Nullable types (basics)

You have most likely come across such code:

int? i = 5;

By using “int?”, the integer which usually is a value type, becomes a nullable type. More specifically variable “i” is an instance of System.Nullable<T>. It can hold all values of an integer plus the null value. Nevertheless it behaves more or less like an integer. A nullable type can hold the value null, but not be itself null. Therefore you can still use the variable “i” even though you assign null to it.
Nullable types are very useful when using databases. Database booleans may not be initialized. The System.Nullable<bool> can replicate that properly by allowing 3 values: true, false and null.

static void Main(string[] args) {
    int? i = 5;

    Console.WriteLine(i.ToString());
    i = null;  // important: we assign a null value, we do not assign null to the variable
    Console.WriteLine("null value ToString(): " + i.ToString());  // the variable itself is not null, no exception
    Console.WriteLine("no exception thrown!");

    //string s = null;
    //Console.WriteLine(s.ToString());  // throws a NullReferenceException as expected

    Console.WriteLine(i.HasValue ? "variable i has a value" : "variable i has no value");
    i = 7;
    Console.WriteLine(i.HasValue ? "value of variable i is " + i : "variable i has no value");
    i = null;
    Console.WriteLine("default value is: " + i.GetValueOrDefault()); // i.GetValueOrDefault() returns a value type (=integer)
    //Console.WriteLine("the integer value is: " + i.Value); // throws an exception, null cannot be unboxed

    i = 1;
    int b = 2;
    Console.WriteLine(b + i + 3);  // no problem using operators
    Console.WriteLine(i.Value);

    Console.ReadLine();
} //

example output:
5
null value ToString():
no exception thrown!
variable i has no value
value of variable i is 7
default value is: 0
6

A nullable type can only be created for value types. Reference types can hold null already, there is no need for a nullable reference type. The syntax T? is shorthand for Nullable<T>, where T is a value type. The two variations are interchangeable. You can also use the operators == and != eg. if (i == null) i = 1;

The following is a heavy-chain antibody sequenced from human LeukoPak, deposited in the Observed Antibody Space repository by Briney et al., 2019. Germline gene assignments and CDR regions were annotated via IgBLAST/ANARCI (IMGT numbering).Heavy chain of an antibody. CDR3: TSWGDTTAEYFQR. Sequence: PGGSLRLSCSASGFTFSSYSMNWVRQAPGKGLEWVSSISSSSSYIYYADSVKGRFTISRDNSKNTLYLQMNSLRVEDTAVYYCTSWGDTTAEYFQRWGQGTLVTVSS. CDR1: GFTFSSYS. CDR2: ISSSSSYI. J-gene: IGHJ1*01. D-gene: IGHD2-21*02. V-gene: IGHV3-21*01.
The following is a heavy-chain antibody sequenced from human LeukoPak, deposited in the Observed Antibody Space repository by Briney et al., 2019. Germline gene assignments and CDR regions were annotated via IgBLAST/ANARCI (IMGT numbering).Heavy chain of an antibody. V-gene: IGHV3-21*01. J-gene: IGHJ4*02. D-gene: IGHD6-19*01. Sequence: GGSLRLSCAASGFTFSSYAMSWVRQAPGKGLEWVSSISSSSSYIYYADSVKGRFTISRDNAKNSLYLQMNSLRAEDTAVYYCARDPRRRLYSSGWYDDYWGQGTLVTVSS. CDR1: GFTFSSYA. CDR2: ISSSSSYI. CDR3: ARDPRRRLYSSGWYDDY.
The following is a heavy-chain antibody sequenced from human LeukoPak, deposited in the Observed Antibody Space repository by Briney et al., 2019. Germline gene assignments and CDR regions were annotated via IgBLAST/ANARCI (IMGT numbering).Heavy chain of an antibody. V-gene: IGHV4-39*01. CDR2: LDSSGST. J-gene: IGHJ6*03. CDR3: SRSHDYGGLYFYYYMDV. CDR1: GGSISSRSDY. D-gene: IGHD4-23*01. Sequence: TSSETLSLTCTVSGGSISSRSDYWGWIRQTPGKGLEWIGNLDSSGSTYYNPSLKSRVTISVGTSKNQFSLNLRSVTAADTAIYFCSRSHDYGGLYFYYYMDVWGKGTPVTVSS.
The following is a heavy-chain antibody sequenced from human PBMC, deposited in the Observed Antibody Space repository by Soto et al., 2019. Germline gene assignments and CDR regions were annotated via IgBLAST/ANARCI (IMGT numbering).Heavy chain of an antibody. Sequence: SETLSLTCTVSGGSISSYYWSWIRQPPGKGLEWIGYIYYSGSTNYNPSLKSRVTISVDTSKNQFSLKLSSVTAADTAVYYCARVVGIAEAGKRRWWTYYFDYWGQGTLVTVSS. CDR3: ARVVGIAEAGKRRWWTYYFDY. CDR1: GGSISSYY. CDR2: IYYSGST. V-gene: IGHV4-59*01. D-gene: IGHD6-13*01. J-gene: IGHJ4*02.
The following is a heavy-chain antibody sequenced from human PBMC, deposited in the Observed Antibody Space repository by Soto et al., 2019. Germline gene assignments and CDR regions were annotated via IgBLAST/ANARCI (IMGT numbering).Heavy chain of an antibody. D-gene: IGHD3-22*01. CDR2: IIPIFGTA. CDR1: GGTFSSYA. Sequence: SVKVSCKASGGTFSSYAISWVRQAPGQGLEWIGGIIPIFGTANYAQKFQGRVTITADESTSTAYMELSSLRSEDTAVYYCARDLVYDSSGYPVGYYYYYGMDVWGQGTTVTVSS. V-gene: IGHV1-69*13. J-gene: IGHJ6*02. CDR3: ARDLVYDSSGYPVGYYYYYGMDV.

In fact the nullable class is not a class. It is a struct. And this explains a lot. A struct is a value type. If supported you do not need the new keyword to create an instance (custom structs do need the new keyword). And when you assign the nullable (=struct) to another variable then you create a copy of that instance. You do not simply copy a reference, which would be much faster. Parameters and locals are created on the stack, members on the heap. As we are talking about value types, we now understand why variables themselves cannot be null. They can hold the value null though (see the following example code). Classes are more complex, you intent to modify them during their use. In contrast structs are best suited for small data which is not intended to be modified after the struct is created.

The nullable struct could look like this:

struct Nullable<T> where T : struct {
    private readonly bool _HasValue;
    private readonly T _Value;

    public Nullable(T xValue) {
        _HasValue = true;
        _Value = xValue;
    } // constructor

    public bool HasValue {
        get { return _HasValue; }
    } //

    public T Value {
        get {
            if (_HasValue) return _Value;
            throw new ArgumentException();
        }
    } //

    public T GetValueOrDefault() {
        return _Value;
    } //

} // struct

The struct “struct Nullable<T> where T : struct {}” is defined with “where T : struct”. This means the argument T has to be a value type (except a nullable, you cannot create nullables of nullables).
We will take a closer look at the “where T:” in the next post.

Advertisements

About Bastian M.K. Ohta

Happiness only real when shared.

Posted on December 31, 2013, in Advanced, Basic, C#, Generics, Nullables and tagged , , , , , , , , . Bookmark the permalink. 1 Comment.

Leave a Reply

Fill in your details below or click an icon to log in:

WordPress.com Logo

You are commenting using your WordPress.com account. Log Out /  Change )

Google+ photo

You are commenting using your Google+ account. Log Out /  Change )

Twitter picture

You are commenting using your Twitter account. Log Out /  Change )

Facebook photo

You are commenting using your Facebook account. Log Out /  Change )

Connecting to %s

%d bloggers like this: